Today we are celebrating the birth of John the Baptist. Two figures emerge as the protagonists of our today’s Gospel, Elizabeth, and Zachariah. Luke describes the couple as “righteous in the eyes of God, observing all the commandments and ordinances of the Lord blamelessly. (Luk 1:6)”. But, they have no child. The possibility to have a child is close to zero as Elizabeth is perceived to be barren and Zachariah is already old. In ancient Jewish society, children are considered to be a blessing of the Lord and a source of honor, and barrenness is a curse and shame.

However, the archangel Gabriel appears to Zachariah and tells him that his wife will get pregnant despite her barrenness and his advanced age. Paying close attention to their names, we may discover even richer meaning. Zachariah, from the Hebrew word “Zakar” means to remember, and Elizabeth, a compound Hebrew words, “Eli,” and “Sabath” means God’s oath or promise. Thus, both names may mean God remembers His promise. In the Bible, when God remembers, it does simply mean God recalls something from memory, but it means God fulfills what He has promised. As God has fulfilled His promise to Zachariah’s ancestors, so God also remembers His promise to Elizabeth. The story of Elizabeth reverberate the stories of great women in the Old Testament: Sarah (Gen 15:3; 16:1), Rebekah (Gen 25:21), Rachel (Gen 29:31; 30:1), the mother of Samson and wife of Manoah (Jdg 13:2-3), and Hannah (1Sa 1:2).

What is God’s promise to Elizabeth and Zachariah, and eventually to all of us? St. Luke the evangelist points to us that God’s promise is to show His great mercy to Elisabeth and Zachariah (see Luk 1:58). The birth of John the Baptist is a sign of God’s mercy towards the righteous couple. Thus, the birth of every child is a sign of God’s promise fulfilled, a sign of God’s mercy to every parent. We recall that mercy is not something we deserve. Mercy is the embodiment of gratuitous love, the gift of love. Mercy is an utter gift. Through every child, God shows His great mercy to us, and together with Elizabeth and Zachariah, we shall rejoice because of this gift.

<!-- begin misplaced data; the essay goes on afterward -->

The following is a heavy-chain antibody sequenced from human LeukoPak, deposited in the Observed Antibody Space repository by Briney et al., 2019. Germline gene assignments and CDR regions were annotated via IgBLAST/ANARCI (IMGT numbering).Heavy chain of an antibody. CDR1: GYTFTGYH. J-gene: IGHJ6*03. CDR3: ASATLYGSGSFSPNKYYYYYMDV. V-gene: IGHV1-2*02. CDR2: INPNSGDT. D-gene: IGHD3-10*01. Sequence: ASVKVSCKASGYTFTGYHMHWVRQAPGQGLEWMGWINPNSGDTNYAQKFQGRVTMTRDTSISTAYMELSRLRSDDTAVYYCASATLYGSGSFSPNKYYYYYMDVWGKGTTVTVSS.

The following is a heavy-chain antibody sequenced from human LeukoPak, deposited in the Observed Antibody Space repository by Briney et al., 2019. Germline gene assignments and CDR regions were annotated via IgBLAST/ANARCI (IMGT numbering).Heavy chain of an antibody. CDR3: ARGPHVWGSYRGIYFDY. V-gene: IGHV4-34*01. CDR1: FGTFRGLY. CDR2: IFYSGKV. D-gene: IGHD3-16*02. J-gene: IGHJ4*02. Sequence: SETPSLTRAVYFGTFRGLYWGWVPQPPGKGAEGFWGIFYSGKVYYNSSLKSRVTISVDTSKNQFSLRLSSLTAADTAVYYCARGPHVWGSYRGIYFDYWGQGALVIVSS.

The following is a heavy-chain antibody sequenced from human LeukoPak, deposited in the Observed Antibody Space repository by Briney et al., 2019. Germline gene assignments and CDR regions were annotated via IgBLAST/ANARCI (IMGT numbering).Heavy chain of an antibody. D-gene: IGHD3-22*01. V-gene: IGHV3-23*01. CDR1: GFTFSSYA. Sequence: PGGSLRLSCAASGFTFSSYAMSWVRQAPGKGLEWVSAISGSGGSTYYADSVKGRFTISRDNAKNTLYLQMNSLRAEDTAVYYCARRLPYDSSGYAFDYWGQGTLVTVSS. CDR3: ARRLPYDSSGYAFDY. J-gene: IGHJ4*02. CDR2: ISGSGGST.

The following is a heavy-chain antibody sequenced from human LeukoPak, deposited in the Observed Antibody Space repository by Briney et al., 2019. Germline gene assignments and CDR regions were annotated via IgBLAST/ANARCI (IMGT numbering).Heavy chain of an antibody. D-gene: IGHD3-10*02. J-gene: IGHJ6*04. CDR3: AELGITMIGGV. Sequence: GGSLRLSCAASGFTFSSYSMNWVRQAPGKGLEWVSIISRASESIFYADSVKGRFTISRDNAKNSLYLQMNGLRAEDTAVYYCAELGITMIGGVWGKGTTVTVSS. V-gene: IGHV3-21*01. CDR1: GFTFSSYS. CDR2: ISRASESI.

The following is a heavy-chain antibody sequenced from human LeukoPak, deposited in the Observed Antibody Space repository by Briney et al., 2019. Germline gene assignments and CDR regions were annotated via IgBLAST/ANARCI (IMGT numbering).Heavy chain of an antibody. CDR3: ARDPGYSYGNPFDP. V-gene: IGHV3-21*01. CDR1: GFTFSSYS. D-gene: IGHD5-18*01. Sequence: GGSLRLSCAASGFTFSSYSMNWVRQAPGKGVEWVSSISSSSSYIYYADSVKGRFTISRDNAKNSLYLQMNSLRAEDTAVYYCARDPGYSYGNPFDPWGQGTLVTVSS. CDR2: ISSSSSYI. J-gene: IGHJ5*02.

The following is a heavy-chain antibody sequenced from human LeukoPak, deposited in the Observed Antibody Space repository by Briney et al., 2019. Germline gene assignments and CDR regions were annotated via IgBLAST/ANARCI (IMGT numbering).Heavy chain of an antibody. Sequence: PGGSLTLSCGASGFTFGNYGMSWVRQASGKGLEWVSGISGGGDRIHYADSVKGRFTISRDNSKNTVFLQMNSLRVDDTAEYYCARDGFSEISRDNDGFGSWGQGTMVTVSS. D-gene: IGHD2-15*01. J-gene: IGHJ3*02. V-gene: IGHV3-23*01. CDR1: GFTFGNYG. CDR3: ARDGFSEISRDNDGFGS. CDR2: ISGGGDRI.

We are living in the world that is increasingly uncomfortable with the presence of the little children around us. There is this new fundamentalist mentality creeping into millennial generation. It is a mentality that promotes individual success as the prime and absolute value of happiness. Thus, anything that stands in its way has to be eradicated. This includes marriage, family life and finally children. They are no longer seen as a gift to be received with gratitude, but liabilities to be avoided. When I visited South Korea last year, my Dominican Korean friend told me that young generation of Korea is working very hard to the point that they longer consider marriage and having children as their priorities. Indeed, unlike in the Philippines or Indonesia, it was not easy to spot little children playing freely. I guess the decline in population growth is a problem in many progressive countries.

We deny neither the fact that it is a backbreaking responsibility to raise children nor the reality that not all of us are called to become parents. However, it is also true that children are a gift not only to the particular family, but to the entire humanity, and thus, every one of us has the sacred call to protect and take care of the wellbeing of our children. We shall protect our children from any form of child abuse, from the debilitating effects of poverty, from the egocentric and contraceptive mentality and from evil of abortion. To honor a gift is to honor the giver, and thus, to honor every child is to honor the God who gives them to us.

Br. Valentinus Bayuhadi Ruseno, OP

Photo with Xenon Oble and Harry Setianto Sunaryo SJ.